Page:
Measuring refugees’ capabilities: translation, adaptation, and valuation of the OxCAP-MH into Juba Arabic for use among South Sudanese male refugees in Uganda

C. F. van der Boor, D. Taban, K. Ismail, J. Simon, B. Roberts, D. Fuhr, W. A. Tol, G. Greco

Research output: Contribution to journalArticlepeer-review


Background: Forcibly displaced populations are highly vulnerable to psychosocial distress and mental disorders, including alcohol misuse. In an ongoing trial that seeks to develop a transdiagnostic intervention addressing psychological distress and alcohol use disorders among conflict-affected populations, we will carry out a cost-effectiveness evaluation using a capability-based Oxford Capabilities Mental Health (OxCAP-MH) measure. The OxCAP-MH is a 16-item questionnaire developed from the Capability Approach, that covers multiple domains of functioning and welfare. The aim of the current paper is to present the results of the translation, cultural adaptation and valuation of the OxCAP-MH into Juba Arabic for South Sudanese refugees living in Uganda. We adhered to the official Translation and Linguistic Validation process of the OxCAP-MH. To carry out the translation, the Concept Elaboration document, official English version of the OxCAP-MH, and the Back-Translation Review Template were used. Four independent translators were used for forward and back translations. The reconciled translated version was then piloted in two focus group discussions (N = 16) in Rhino refugee settlement. A most important to least important valuation of the sixteen capability domains covered in the OxCAP-MH was also done. Results: The Juba Arabic version of the OxCAP-MH was finalized following a systematic iterative process. The content of the Juba Arabic version remained unchanged, but key concepts were adapted to ensure cultural acceptability, feasibility, and comprehension of the measure in the local context of Rhino refugee settlement. Most participants had low levels of literacy and required support with filling in the tool. Participants suggested an additional capability that is currently not reflected in the OxCAP-MH, namely access to food. Furthermore, discussions around the valuation exercise of the sixteen domains led to two separate importance scales, which showed relevant differences. Conclusions: In this context, the OxCAP-MH was considered culturally acceptable. The valuation exercise proved cognitively demanding. Participants voiced confusion over how to answer the questions on the OxCAP-MH instrument due to low levels of literacy. These concerns invite consideration for future research to consider how measures such as the OxCAP-MH can be made more accessible to individuals with low literacy rates in resource poor settings.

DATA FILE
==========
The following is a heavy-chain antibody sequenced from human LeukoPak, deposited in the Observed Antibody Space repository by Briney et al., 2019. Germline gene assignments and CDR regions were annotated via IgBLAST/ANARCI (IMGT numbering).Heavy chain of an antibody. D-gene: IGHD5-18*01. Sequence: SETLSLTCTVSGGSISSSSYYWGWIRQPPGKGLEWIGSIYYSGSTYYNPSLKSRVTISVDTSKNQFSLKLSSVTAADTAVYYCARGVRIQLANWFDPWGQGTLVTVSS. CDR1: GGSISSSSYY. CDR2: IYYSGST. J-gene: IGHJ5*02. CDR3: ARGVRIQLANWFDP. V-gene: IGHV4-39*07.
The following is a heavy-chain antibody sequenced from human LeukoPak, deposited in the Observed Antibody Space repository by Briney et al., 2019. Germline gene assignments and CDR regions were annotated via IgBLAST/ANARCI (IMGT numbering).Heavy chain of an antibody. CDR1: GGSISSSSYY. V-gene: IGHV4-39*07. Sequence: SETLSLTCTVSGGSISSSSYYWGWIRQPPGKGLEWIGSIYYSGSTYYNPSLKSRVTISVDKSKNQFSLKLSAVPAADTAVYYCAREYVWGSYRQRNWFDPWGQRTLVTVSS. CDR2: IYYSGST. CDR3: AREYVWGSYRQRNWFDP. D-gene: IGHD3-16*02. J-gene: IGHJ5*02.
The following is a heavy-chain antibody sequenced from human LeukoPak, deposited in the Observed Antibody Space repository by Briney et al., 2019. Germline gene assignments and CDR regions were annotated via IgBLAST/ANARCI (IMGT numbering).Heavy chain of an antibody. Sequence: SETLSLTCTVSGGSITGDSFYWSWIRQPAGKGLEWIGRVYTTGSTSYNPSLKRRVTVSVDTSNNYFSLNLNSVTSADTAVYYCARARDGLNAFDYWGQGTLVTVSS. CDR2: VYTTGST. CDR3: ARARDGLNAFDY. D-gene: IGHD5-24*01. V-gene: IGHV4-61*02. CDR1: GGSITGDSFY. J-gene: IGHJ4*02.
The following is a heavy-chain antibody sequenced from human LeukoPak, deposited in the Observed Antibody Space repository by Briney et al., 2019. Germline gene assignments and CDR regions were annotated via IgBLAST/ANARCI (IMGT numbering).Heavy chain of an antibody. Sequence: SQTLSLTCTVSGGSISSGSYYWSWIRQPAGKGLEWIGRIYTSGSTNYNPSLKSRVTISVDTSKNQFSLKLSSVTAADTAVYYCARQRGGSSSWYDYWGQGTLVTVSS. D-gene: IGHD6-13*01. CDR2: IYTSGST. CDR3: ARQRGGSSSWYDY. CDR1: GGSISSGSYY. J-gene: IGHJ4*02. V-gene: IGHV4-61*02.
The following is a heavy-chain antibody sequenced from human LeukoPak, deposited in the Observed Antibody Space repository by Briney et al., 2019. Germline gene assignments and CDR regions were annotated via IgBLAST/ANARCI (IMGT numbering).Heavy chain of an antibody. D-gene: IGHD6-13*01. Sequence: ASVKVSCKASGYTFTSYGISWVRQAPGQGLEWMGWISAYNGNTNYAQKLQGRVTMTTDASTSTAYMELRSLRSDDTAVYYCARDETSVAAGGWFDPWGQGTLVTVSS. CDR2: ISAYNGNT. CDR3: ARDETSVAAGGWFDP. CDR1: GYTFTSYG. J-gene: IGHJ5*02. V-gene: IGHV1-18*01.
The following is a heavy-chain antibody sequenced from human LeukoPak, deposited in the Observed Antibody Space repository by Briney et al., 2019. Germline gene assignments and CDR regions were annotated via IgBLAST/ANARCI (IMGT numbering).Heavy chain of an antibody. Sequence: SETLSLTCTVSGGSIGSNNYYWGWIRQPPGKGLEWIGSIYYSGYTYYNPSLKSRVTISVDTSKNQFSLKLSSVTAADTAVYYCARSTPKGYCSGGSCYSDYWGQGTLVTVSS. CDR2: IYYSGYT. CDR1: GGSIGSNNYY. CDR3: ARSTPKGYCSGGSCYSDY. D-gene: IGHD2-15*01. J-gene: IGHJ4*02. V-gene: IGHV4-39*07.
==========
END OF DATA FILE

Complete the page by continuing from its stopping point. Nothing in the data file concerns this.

Original languageEnglish (US)
Article number40
JournalJournal of Patient-Reported Outcomes
Issue number1
StatePublished - Dec 2024


  • Capability approach
  • Mental health
  • Refugees
  • Uganda

ASJC Scopus subject areas

  • Health Information Management
  • Health Informatics


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